by Con Chapman
SEEKONK, Mass. It is an age-old complaint, going back to the first modern university in Bologna, Italy, where administrators rebuffed a demand for higher pay in 1090 A.D. by telling staff they should be thankful they worked at the most prestigious—in fact the only—institution of its kind in the world.
“Bologna!” said Anfelisia Piuoli, a scrivener who worked in the office of the Dean of Astrology. “You can’t eat prestige!”
But that continuing source of tension between college administrators and staff may go the way of freshman beanies if experiments performed in the culinary arts lab at UMass-Seekonk can be replicated elsewhere. “We have succeeded in making prestige edible,” says Dr. Scott Nowak as he pulls a white lab rat away from a feeder bottle. “And I’m pleased to report that it is just as palatable as the food we serve in the dorms.”
The recipe for the concoction, which is available for commercial exploitation through the school’s technology licensing office, calls for two cups of prestige, one cup of condescension, water, baking soda, turmeric and salt and pepper to taste. The final product has the color and consistency of mashed potatoes, making it easy to experiment on a blind basis with staff who buy their lunch in the school’s common cafeteria.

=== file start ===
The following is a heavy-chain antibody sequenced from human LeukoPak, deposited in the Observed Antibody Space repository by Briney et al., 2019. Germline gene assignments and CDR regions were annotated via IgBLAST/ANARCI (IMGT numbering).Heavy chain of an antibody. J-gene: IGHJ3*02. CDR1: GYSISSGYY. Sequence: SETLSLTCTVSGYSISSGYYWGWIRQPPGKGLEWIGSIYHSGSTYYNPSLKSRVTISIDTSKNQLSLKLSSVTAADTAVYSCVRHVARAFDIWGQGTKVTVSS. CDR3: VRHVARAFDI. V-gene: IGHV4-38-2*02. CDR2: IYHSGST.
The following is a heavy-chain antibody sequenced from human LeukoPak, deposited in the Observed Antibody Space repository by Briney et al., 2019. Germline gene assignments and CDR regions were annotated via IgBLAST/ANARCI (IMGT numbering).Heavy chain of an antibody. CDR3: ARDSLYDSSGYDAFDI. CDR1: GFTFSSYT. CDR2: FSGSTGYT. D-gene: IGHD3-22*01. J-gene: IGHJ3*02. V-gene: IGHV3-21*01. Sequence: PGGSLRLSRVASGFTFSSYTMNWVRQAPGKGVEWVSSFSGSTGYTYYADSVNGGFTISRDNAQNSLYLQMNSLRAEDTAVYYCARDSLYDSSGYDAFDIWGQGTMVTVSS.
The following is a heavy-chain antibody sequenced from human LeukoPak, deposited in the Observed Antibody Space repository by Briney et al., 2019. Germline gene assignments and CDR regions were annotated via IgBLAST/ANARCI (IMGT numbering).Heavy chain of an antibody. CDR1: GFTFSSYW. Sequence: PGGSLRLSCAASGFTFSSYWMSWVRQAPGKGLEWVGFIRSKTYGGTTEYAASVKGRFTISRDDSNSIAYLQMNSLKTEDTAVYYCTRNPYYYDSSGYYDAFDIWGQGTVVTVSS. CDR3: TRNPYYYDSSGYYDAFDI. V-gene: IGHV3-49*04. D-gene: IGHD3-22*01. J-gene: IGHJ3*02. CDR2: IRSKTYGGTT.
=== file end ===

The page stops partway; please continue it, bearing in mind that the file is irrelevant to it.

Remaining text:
Linda McIlvaine, a long-time secretary in the admissions office who has been grumbling about the salaries paid to the school’s basketball coach and some of his players, sits down with Dianne Wurzel, a receptionist in the law school’s placement office who frequently tosses résumés away out of bitterness at the high starting salaries young attorneys are paid.
“So I says to him I says,” Wurzel is saying to McIlvaine as she tucks into meat loaf and what she believes to be mashed potatoes, “you should be thankful I even put you on the list for that interview, you little twerp.”
McIlvaine nods in agreement as she unknowingly eats a bite of prestige, but before long both women are showing symptoms of a “starch high” that has them thanking their lucky stars they work at the school.
“I dunno,” Wurzel says as she leans back in her folding chair, full and apparently satisfied with her job for the first time in years. “This ain’t such a bad place to work.”
“I know what you mean,” McIlvaine replies. “When I ask myself what are we here for, the answer I always come up with is to produce young men who will go on to make millions in the NBA.”